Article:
Tax season is here, and there’s nothing more fun than gathering all the W-2’s, 1099’s, receipts, deductions you need to submit to the IRS. One source of income you receive that you may forget taxes are paid on is interest you’ve earned from deposits in savings accounts.
Even though your bank or credit union may call the income you receive from your savings account a share or a dividend, the IRS still considers it income, and taxes will need to be paid on it. Your financial institution should send you a 1099-INT sometime after the beginning of the new year, which details the amount of interest you received on the savings account you hold with that bank. The minimum interest dividend amount received that can be taxed on is $10. The amount of taxes you pay or the rate you pay is dependent on what tax bracket you fall into. The bracket rates vary from 10% to 39.6%, depending on your income. The types of earned interest accounts or products that you pay taxes on include:
- Bank accounts, including interest-bearing checking accounts and savings accounts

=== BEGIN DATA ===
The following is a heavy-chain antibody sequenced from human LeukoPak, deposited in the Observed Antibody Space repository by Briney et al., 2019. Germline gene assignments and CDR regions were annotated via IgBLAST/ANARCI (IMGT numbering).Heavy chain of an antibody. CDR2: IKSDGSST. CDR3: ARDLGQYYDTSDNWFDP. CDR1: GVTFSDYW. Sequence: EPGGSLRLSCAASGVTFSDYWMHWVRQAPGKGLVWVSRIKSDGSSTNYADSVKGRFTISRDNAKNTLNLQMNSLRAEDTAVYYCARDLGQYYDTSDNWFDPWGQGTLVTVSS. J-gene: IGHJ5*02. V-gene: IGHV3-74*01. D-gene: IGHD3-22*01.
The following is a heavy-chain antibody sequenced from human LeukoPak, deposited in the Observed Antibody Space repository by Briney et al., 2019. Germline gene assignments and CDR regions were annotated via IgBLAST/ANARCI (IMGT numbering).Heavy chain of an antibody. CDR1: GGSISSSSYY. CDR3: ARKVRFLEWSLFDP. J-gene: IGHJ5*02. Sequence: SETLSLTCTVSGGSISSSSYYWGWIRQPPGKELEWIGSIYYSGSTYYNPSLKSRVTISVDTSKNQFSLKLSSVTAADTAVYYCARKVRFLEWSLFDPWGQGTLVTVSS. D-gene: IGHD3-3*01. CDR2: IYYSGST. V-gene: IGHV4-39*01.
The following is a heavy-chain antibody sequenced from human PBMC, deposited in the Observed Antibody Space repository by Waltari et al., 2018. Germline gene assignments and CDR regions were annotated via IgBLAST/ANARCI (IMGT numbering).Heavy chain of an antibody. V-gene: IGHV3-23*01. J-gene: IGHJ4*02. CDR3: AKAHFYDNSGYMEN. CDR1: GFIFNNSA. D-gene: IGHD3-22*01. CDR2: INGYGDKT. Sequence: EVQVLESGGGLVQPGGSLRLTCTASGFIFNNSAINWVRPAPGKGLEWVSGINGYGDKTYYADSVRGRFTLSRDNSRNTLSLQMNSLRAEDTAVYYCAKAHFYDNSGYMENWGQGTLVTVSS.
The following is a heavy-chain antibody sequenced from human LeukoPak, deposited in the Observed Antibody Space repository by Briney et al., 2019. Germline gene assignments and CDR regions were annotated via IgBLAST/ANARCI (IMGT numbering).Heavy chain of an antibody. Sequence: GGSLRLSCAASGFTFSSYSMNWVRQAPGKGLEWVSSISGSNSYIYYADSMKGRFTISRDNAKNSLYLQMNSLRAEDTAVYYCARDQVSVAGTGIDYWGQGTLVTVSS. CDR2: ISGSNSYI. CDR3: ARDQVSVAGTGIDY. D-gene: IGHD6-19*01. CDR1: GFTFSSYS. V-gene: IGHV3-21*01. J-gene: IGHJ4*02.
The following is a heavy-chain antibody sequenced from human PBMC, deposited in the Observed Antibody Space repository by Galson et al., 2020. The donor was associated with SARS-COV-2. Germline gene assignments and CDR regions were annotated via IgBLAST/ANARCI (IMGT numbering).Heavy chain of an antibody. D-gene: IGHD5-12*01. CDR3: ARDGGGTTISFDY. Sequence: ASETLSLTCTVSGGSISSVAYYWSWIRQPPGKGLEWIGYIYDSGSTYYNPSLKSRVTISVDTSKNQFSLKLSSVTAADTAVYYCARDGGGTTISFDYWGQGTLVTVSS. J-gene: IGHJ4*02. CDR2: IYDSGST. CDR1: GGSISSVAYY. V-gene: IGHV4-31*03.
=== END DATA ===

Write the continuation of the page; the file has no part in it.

- Certificates of deposit
- Money market accounts
- Savings bonds
- Shared accounts with a credit union
- Corporate bonds
- Insurance dividends that are deposited
- T-Bills, bonds and notes
- More than $600 interest paid to you by a business
There are ways, however, to save money without having to pay taxes. Money invested in a Roth IRA is taxed before it is deposited into the account, so when the money is withdrawn for retirement taxes will not have to be paid. The interest earned over the course of the term is not taxed, either. There are penalties for early withdrawal, however.
Investing in municipal bonds (or “munis”) can also allow you to purchase an interest-bearing product without having to pay taxes. While the interest rates are relatively low, this low-risk investment allows people to invest in local government projects while reducing their tax burden.
For more information on choosing the best savings account for you, contact the experts at NASB at 855-338-0915 or click here.
This blog is not intended to and does not constitute legal advice or financial / investment / tax advice. North American Savings Bank does not make any guarantee or other promise as to the results obtained. The consumer should consult a tax adviser for further information regarding the deductibility of interest and charges.